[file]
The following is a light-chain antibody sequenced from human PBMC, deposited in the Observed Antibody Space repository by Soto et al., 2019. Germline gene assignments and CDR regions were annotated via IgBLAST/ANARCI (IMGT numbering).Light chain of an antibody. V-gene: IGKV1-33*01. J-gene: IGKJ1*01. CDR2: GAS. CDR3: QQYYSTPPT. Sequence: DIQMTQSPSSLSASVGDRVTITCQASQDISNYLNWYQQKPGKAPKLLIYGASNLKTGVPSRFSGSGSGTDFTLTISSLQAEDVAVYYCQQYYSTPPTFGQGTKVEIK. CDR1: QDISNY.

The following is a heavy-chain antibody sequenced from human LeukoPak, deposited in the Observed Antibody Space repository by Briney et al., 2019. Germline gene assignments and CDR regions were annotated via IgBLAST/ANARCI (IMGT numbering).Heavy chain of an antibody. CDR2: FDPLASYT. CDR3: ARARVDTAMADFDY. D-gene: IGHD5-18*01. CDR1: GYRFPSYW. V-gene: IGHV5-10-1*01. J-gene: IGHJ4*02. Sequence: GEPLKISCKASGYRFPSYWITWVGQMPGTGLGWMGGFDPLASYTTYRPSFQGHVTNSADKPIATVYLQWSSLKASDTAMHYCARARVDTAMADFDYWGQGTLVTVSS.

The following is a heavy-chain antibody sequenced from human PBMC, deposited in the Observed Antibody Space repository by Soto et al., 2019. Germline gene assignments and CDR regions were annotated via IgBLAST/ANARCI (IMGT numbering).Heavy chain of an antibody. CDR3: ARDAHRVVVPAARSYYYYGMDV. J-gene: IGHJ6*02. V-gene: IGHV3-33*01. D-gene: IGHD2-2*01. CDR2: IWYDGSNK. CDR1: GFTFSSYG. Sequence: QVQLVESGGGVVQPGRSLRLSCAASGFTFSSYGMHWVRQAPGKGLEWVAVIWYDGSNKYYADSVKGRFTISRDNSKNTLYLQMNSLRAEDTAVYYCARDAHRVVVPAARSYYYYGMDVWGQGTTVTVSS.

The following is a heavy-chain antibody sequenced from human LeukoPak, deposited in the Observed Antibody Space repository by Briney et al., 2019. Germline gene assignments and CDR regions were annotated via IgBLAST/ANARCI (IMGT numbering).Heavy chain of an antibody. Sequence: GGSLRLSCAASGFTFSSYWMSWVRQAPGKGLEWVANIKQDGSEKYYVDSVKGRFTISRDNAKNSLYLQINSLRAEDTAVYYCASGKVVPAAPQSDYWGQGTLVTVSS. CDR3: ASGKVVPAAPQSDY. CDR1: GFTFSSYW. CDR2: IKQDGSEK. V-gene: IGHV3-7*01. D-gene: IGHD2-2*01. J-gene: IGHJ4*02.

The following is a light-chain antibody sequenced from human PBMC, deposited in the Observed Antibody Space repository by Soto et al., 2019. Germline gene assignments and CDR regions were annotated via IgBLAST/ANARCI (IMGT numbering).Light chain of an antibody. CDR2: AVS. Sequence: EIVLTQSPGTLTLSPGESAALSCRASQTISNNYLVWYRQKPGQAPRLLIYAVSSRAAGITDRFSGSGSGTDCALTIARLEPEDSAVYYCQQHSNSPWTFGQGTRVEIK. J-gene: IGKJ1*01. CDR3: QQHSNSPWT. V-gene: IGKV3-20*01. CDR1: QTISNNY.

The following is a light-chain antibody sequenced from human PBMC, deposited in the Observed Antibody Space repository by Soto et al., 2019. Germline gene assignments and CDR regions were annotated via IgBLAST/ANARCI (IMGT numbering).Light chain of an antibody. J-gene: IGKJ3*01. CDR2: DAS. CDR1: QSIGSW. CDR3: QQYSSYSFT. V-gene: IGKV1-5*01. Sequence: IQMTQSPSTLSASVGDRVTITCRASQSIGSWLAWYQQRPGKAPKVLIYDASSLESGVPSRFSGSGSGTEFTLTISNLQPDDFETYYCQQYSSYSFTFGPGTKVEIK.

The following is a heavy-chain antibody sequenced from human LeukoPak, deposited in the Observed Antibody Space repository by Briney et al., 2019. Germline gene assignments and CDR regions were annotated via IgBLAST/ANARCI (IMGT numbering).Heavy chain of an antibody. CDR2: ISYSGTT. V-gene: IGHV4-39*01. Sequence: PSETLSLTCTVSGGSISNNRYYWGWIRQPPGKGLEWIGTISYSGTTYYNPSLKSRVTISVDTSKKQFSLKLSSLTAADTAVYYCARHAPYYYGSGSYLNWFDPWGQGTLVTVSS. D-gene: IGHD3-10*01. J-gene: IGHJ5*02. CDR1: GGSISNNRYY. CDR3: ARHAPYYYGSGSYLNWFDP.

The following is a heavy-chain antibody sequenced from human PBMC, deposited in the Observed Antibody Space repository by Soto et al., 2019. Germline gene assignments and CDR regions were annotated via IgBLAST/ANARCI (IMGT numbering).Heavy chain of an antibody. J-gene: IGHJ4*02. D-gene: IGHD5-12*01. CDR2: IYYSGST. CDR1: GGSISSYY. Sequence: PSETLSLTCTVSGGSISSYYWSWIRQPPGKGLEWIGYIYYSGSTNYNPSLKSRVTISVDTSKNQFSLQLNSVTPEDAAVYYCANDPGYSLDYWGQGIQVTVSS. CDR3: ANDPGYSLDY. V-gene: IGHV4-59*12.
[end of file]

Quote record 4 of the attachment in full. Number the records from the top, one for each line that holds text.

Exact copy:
The following is a heavy-chain antibody sequenced from human LeukoPak, deposited in the Observed Antibody Space repository by Briney et al., 2019. Germline gene assignments and CDR regions were annotated via IgBLAST/ANARCI (IMGT numbering).Heavy chain of an antibody. Sequence: GGSLRLSCAASGFTFSSYWMSWVRQAPGKGLEWVANIKQDGSEKYYVDSVKGRFTISRDNAKNSLYLQINSLRAEDTAVYYCASGKVVPAAPQSDYWGQGTLVTVSS. CDR3: ASGKVVPAAPQSDY. CDR1: GFTFSSYW. CDR2: IKQDGSEK. V-gene: IGHV3-7*01. D-gene: IGHD2-2*01. J-gene: IGHJ4*02.